Toward the end of my summer vacation, over late-night frozen yogurt, I had a conversation with a friend about how it feels to always be leaving and returning home, for and from school. We were sitting at a table overlooking a marina and watching the water reflect the starlight. Boats bobbed on the current, the water lapping their sides. Two years removed from high school, I feel more than ever a sense of distance from the things that I associate with home—the people and places I knew, and the memories. If home is a place constituted by memories, then home must be ever elusive, a place that necessarily exists in the past, and therefore unreachable. I told my friend, “When I came home this summer, I felt less like I was returning to something real and more like I was returning to a memory.” My friend sympathized. He said, “Even though I live here, the times I feel closest to home are the times when I’m away and remembering it.”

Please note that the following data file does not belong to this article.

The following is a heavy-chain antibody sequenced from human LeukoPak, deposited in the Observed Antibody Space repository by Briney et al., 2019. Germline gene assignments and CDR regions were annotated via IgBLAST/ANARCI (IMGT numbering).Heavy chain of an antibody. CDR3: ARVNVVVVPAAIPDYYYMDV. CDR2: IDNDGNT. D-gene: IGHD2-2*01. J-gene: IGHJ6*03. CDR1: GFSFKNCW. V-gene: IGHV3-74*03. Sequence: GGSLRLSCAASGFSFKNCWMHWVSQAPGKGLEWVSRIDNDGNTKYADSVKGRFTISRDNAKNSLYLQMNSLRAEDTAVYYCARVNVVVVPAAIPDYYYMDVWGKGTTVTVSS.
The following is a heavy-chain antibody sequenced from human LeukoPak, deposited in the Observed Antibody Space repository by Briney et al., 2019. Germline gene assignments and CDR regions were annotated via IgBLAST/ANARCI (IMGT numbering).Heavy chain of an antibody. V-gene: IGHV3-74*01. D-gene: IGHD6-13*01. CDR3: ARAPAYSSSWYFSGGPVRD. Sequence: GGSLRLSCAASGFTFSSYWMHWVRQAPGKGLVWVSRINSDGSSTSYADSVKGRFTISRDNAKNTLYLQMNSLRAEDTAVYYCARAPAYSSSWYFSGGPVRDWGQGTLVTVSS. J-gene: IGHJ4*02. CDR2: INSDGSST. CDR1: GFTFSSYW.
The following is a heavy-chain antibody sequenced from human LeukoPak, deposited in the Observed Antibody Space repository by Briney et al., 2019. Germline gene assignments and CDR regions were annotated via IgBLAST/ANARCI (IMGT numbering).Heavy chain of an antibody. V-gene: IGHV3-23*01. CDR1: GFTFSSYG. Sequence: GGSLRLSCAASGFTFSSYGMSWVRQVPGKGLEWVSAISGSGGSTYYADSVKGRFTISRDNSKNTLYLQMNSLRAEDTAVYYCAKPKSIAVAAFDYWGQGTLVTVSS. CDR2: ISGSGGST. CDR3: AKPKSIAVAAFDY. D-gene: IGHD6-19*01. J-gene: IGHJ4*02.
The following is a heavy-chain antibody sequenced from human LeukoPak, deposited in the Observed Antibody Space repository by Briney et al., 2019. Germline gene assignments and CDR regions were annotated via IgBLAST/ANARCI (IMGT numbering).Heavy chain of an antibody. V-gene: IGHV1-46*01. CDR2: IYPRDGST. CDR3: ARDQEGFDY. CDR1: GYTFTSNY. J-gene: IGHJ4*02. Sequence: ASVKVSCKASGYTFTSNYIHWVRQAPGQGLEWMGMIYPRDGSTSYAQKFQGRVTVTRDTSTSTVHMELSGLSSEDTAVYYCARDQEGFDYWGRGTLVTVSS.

The next day, I drove to my childhood school, which is nestled in a valley between mountains that are a thousand shades of green. When I got there, it was raining, so I parked underneath some trees. I leaned against the window and watched the rain drip from the branches onto the windshield of the car. The rain slid down the window, etching rivulets into the glass and running shadows onto the dashboard. I watched a man drive a lawn mower over the grass, and the grass bent and cracked beneath the blades. Then a bell rang and doors opened and children ran onto the blacktop basketball court with balls and jump ropes and Chinese jacks. And for a moment, I realized that, though I wasn’t, my memories had led me back to a place that I had known in a previous time.